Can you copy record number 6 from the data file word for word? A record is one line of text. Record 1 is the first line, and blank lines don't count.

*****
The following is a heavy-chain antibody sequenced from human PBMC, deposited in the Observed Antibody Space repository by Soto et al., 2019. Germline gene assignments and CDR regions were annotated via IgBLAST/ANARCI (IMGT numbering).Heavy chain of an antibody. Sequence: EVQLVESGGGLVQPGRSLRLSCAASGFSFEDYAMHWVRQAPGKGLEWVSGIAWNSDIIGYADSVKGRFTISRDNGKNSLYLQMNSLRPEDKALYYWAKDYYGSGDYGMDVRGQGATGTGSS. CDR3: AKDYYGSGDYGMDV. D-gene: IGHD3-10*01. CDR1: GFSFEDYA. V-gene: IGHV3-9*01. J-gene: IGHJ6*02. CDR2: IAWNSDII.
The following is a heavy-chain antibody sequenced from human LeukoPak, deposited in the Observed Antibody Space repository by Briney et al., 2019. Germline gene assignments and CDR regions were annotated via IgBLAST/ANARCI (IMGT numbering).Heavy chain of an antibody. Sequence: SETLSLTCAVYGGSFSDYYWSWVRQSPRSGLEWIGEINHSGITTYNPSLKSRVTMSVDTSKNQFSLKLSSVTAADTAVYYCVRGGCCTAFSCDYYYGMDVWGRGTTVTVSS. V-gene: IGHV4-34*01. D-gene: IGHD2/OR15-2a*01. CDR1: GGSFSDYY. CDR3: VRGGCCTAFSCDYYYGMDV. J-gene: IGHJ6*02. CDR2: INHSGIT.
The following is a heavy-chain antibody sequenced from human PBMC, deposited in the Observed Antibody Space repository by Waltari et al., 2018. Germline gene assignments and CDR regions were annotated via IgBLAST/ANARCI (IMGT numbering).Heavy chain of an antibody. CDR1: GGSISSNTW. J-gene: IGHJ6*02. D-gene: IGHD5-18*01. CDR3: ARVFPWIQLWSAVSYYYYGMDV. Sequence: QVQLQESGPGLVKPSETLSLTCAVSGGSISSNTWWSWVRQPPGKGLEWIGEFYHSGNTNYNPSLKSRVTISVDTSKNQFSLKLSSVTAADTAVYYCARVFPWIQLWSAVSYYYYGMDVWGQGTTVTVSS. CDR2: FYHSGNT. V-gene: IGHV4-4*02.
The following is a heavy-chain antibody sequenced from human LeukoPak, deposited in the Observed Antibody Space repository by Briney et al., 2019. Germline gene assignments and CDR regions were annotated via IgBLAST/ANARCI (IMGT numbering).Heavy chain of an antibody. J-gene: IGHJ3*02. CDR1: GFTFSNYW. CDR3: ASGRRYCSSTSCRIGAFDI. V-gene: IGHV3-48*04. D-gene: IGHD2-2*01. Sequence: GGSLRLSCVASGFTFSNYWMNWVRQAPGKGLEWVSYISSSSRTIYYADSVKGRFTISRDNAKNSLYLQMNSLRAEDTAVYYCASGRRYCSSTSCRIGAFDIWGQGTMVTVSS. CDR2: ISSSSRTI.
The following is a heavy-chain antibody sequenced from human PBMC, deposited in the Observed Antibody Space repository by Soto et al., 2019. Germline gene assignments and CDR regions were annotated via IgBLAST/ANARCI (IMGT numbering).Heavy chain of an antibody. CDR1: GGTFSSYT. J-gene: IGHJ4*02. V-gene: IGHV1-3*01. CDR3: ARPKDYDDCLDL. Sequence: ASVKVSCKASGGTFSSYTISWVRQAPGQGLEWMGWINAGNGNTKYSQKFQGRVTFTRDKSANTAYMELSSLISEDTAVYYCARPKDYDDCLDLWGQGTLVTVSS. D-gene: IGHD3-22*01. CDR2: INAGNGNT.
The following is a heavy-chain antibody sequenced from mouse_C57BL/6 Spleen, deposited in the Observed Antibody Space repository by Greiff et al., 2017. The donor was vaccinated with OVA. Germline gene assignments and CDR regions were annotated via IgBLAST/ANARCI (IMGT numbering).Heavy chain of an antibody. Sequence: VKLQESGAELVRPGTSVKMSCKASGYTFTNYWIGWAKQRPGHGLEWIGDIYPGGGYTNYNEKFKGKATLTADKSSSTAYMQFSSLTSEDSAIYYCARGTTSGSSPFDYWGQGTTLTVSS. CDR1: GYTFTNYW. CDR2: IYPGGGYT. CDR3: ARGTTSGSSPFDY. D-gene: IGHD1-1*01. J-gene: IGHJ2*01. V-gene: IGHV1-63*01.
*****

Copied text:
The following is a heavy-chain antibody sequenced from mouse_C57BL/6 Spleen, deposited in the Observed Antibody Space repository by Greiff et al., 2017. The donor was vaccinated with OVA. Germline gene assignments and CDR regions were annotated via IgBLAST/ANARCI (IMGT numbering).Heavy chain of an antibody. Sequence: VKLQESGAELVRPGTSVKMSCKASGYTFTNYWIGWAKQRPGHGLEWIGDIYPGGGYTNYNEKFKGKATLTADKSSSTAYMQFSSLTSEDSAIYYCARGTTSGSSPFDYWGQGTTLTVSS. CDR1: GYTFTNYW. CDR2: IYPGGGYT. CDR3: ARGTTSGSSPFDY. D-gene: IGHD1-1*01. J-gene: IGHJ2*01. V-gene: IGHV1-63*01.